Last year, Dart’s staff started mapping its activities to the United Nation’s 17 Sustainable Development Goals. So far, the company believes its activities support six of the SDGs. One area the company is particularly proud of its efforts to support is Goal 4, Quality Education. When discussing sustainability, education and empowering people plays a vital role in any country’s national plan. In Cayman, Dart has been investing in educational programmes for more than a decade.

“At Dart, we are committed to investing in education, particularly STEM education and providing academic scholarships to some of Cayman’s brightest young minds through our Minds Inspired and Dart Scholar programmes,” VanDevelde said.

Minds Inspired is designed to promote an interest in the STEM subjects of Science, Technology, Engineering and Math by organising and facilitating seven different programmes each year – Junior and Senior Math Challenges, the SeaPerch Underwater Robotics Challenge, Minds Inspired Robotics for high school students, the National Robotics Team, the STEM Award for Teaching Excellence and the High School Student Awards for graduates demonstrating excellence in the
STEM subjects.

Dart’s CEO believes it is important to promote the STEM subjects to middle and high school students because these are core subjects which underpin the careers of the future.

“In partnership with other local companies like CUC, Health City, Digicel and Aurem Re, this year we organised Cayman’s first ever national robotics team comprised of 11 students from public and private schools. Two teachers and two chaperones traveled with the team to Dubai in October to compete in the First Global Tech Challenge. The 12 weeks of preparation, the trip and the competition were once in a lifetime experiences for some of our students.

“The presence of organisations like Health City and now TechCayman bodes well for local students, who now have much better exposure to the career opportunities available through applied science, technology and math,” said VanDevelde, himself a Certified Financial Analyst charterholder and robotics enthusiast. “In 2020, we plan to introduce a new Minds Inspired programme focused on design, engineering, estimating and construction to introduce children to the wide array of exciting careers in these areas.”

Dart Scholar is a scholarship programme designed to recognise and reward exceptional academic excellence in the STEM subjects. Dart provides each recipient with a four-year high school scholarship made up of tuition grants and various enrichment programmes. Each year, Dart Scholars access work experience and mentoring opportunities at Dart and go on educational trips as a group. Past enrichment programmes have included weeklong super camps at Ivy League institutions like Stanford and in the UK, at Oxford and Cambridge, as well as trips to the CERN in Switzerland.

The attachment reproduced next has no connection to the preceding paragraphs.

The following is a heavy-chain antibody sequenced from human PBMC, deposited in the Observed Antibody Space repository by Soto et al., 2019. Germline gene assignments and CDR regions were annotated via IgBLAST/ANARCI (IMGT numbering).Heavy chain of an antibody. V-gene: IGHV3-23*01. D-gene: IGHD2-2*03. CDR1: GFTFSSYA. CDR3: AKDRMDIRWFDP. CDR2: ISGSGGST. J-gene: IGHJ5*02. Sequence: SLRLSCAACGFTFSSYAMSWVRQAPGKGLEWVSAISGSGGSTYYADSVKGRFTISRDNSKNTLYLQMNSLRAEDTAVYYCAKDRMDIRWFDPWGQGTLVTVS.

“I’m quite confident the scholarship programme benefits the individual scholars. But longer term, it is also beneficial for the whole country. Dart Scholars are graduating and starting to come back home as young adults mentoring the next generation, not only of Dart Scholar and Minds Inspired students, but of local students in general,” said VanDevelde. “Imagine the benefits of this investment to the community when we see these Scholars achieving their full potential and taking up important roles in our society, but also proactively helping the next generation of students and promoting educational excellence.”

In 2019, Dart also committed financial and professional resources to support the launch of Inspire Cayman Training Ltd., a new vocational centre to support local workforce development.

“We certainly view local public education as a national priority and support its ongoing transformation into a system of academic, technical and vocational excellence allowing students to achieve their full potential and access the widest range of opportunities in their own country,” VanDevelde said.

The past year brought another first with the introduction of Dart Grants, a new programme of fixed grants to help well-run, registered non-profit organisations make an even bigger positive impact in the areas of education, youth development and the environment. Following a rigorous evaluation of more than 50 applications and with direct input from its staff, Dart awarded CI$250,000 to the inaugural nine Dart Grants recipients with the single $50,000 grant going to the Special Needs Foundation Cayman.

Other beneficiaries included the Alex Panton Foundation, Big Brothers Big Sisters, Cayman’s Acts of Random Kindness, the Cayman Islands Sailing Club, the Central Caribbean Marine Institute, Literacy Is For Everyone, the Stingray Swim Club and the Queen Elizabeth II Botanic Park. In addition to financial grants, Dart staff participate in volunteer opportunities and share their expertise in areas such as data protection, IT, marketing and strategic planning with the recipient organisations.

This past Christmas, Dart staff chose to donate 366 trees to the community, one for each day of 2020 leap year.

“This initiative fits with our company culture to cultivate trees and enhance public spaces for the community to enjoy,” VanDevelde noted, explaining that Dart has a history of land conservation, collaborating with the National Trust for the Cayman Islands to acquire and protect environmentally
sensitive land.

“The donated trees will be supplied from the Dart Nursery, which continues to play an important role in the cultivation and relocation of native species,” VanDevelde said.

While 366 trees could be seen as a significant number, VanDevelde recalled Dart’s largest plant donation to date coincided with the 2005 official opening of the Dart Family Park in South Sound.

“That day, Dart gifted 500 seedlings of ‘saltbush’ (Baccharis dioica) to the community, which is endangered in its native habitat,” he said. “Our nursery found one of the plants growing in Little Cayman and began to propagate it, helping to bring the species back to local prominence. Even today, saltbush grows outside the Dart headquarters.”

Moving forward

From its roots as a private investment management company to growing retail and hospitality portfolios, it can be said Dart is clearly more than a real estate developer. “We see ourselves as partners in Cayman’s sustainable future. Not everyone will always agree with the specific nature of the projects we propose and we are always open to feedback from our customers, employees, business partners and the wider community. Our intent in all we do is to support a thriving, prosperous Cayman now and in the future,” VanDevelde said. 

“Our group of companies and our team of talented, hardworking employees will continue to focus our collective attention and resources on creating exceptional opportunities, places and experiences that enrich lives now and for future generations.”


This article appears in print in the January 2020 edition of Camana Bay Times.

In other news

You may also like